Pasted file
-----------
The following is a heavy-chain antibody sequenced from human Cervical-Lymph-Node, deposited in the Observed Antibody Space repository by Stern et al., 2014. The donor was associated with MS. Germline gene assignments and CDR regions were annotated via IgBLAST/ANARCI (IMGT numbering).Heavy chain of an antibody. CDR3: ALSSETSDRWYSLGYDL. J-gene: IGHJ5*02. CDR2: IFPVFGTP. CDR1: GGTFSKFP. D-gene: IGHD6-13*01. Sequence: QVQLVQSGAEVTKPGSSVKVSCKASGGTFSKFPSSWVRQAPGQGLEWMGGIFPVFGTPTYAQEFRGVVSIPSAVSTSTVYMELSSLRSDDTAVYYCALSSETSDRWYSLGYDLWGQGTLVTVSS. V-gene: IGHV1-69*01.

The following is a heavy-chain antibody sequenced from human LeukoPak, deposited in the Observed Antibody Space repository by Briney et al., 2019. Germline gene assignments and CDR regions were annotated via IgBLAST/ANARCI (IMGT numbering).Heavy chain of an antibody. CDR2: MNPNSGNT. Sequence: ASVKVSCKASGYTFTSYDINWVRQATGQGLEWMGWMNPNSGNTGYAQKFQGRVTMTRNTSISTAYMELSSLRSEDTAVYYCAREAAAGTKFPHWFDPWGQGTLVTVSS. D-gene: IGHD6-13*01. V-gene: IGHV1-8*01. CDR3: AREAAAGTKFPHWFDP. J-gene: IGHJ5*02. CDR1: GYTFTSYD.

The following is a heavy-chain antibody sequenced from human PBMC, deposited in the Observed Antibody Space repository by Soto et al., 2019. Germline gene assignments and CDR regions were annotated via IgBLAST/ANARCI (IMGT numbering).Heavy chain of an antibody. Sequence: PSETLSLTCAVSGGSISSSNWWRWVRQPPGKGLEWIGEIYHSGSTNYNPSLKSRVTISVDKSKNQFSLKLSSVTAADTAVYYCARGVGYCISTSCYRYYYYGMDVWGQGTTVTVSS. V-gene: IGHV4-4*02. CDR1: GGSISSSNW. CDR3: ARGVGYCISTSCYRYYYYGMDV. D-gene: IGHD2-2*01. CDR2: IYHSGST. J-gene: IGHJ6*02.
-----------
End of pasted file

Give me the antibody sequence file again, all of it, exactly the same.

The following is a heavy-chain antibody sequenced from human Cervical-Lymph-Node, deposited in the Observed Antibody Space repository by Stern et al., 2014. The donor was associated with MS. Germline gene assignments and CDR regions were annotated via IgBLAST/ANARCI (IMGT numbering).Heavy chain of an antibody. CDR3: ALSSETSDRWYSLGYDL. J-gene: IGHJ5*02. CDR2: IFPVFGTP. CDR1: GGTFSKFP. D-gene: IGHD6-13*01. Sequence: QVQLVQSGAEVTKPGSSVKVSCKASGGTFSKFPSSWVRQAPGQGLEWMGGIFPVFGTPTYAQEFRGVVSIPSAVSTSTVYMELSSLRSDDTAVYYCALSSETSDRWYSLGYDLWGQGTLVTVSS. V-gene: IGHV1-69*01.

The following is a heavy-chain antibody sequenced from human LeukoPak, deposited in the Observed Antibody Space repository by Briney et al., 2019. Germline gene assignments and CDR regions were annotated via IgBLAST/ANARCI (IMGT numbering).Heavy chain of an antibody. CDR2: MNPNSGNT. Sequence: ASVKVSCKASGYTFTSYDINWVRQATGQGLEWMGWMNPNSGNTGYAQKFQGRVTMTRNTSISTAYMELSSLRSEDTAVYYCAREAAAGTKFPHWFDPWGQGTLVTVSS. D-gene: IGHD6-13*01. V-gene: IGHV1-8*01. CDR3: AREAAAGTKFPHWFDP. J-gene: IGHJ5*02. CDR1: GYTFTSYD.

The following is a heavy-chain antibody sequenced from human PBMC, deposited in the Observed Antibody Space repository by Soto et al., 2019. Germline gene assignments and CDR regions were annotated via IgBLAST/ANARCI (IMGT numbering).Heavy chain of an antibody. Sequence: PSETLSLTCAVSGGSISSSNWWRWVRQPPGKGLEWIGEIYHSGSTNYNPSLKSRVTISVDKSKNQFSLKLSSVTAADTAVYYCARGVGYCISTSCYRYYYYGMDVWGQGTTVTVSS. V-gene: IGHV4-4*02. CDR1: GGSISSSNW. CDR3: ARGVGYCISTSCYRYYYYGMDV. D-gene: IGHD2-2*01. CDR2: IYHSGST. J-gene: IGHJ6*02.